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I’ve always been a pretty big fan of the triptych, not only were they used pretty often to represent the holy trinity for Daddy Jesus, but they give you that unsymmetrical yet cohesive feeling of poetic triplets. The parallel images on either side seem austere and logical, but the off-kilter middle panel gives the page a pop, pizzazz, or oomph if you will. I want my websites to be organized so I’m not bombarded by one hundred images, anxious my computer might overheat and malfunction (I don’t know how the internet works). However, I don’t want it to be too official like I’m on one of those .edu or .gov type websites. I’m a fun, money-hungry, .com type. The website is clean and crisp, with a lot of negative space. Negative space allows your eye to rest a little as you scroll about the page, focusing on what is most important. The graphic designers chose to introduce an animation as soon as you open the page. This did not work for me. It reminds me of back when people still had Myspace or Tumblrs and put music that automatically played when you opened their pages. Not only does it get old, but the extra effort puts me on edge — what are you really hiding? Some online shops do this, and it always deters me because I feel like they spent their money on the animation rather than on their security. This is probably incorrect, let’s face it those sites are loaded, but too much fanciness keeps me on edge. The style itself is unique enough with the entire hocus-pocus internet voodoo.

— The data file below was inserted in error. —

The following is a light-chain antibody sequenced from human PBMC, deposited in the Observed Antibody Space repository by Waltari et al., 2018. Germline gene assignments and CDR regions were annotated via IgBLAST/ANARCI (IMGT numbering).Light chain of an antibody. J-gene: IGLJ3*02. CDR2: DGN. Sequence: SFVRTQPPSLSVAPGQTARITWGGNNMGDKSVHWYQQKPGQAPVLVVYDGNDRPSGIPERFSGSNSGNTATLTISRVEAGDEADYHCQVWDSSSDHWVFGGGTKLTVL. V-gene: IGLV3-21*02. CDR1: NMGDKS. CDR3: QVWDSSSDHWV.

This website is user friendly, but there is infinite scroll enabled on my browser when I access the website. As with most insignificant aspects of life, this functionality makes me nervous. Some chic websites include this for optimal sleekness, but at times it can seem as if the page is endless, which is daunting. The color scheme reminds me of the graphic novel Asterious Polyp, in which the author uses indigo and pinks rather than blacks.

The use of color instead of neutrals makes the website seem current, but since they are analogous in color scheme it does not seem elementary or gaudy. A tab on their website outlines their use of characters and handmade icons — I believe this is risky and I am not sure how I feel about it. While this is fresh and inimitable, when icons are not standardized this can come across too daring for those that are visiting the website from an older demographic. Some of the symbols are less obvious than other ones, I spent a couple minutes trying to figure out some of them and I’m not even in my mid-twenties yet. Not that older people would toss their laptop across the room in a fit of rage upon seeing customized icons, but not every business could pull this branding off. The characters in the project are for the purpose of creating a neighborhood that serves as a networking platform for professionals. The website crafts it deliberately to represent a The Sims style suburb with houses that represent different people.

This is appealing because it gives the client an ability to create a community without the team-building platitudes of yesteryear. Daring, appealing, yet user-friendly, this website reminds me of a Rihanna. She has that down-to-earth approachable vibe, yet there are things about her that only certain people could ever pull off.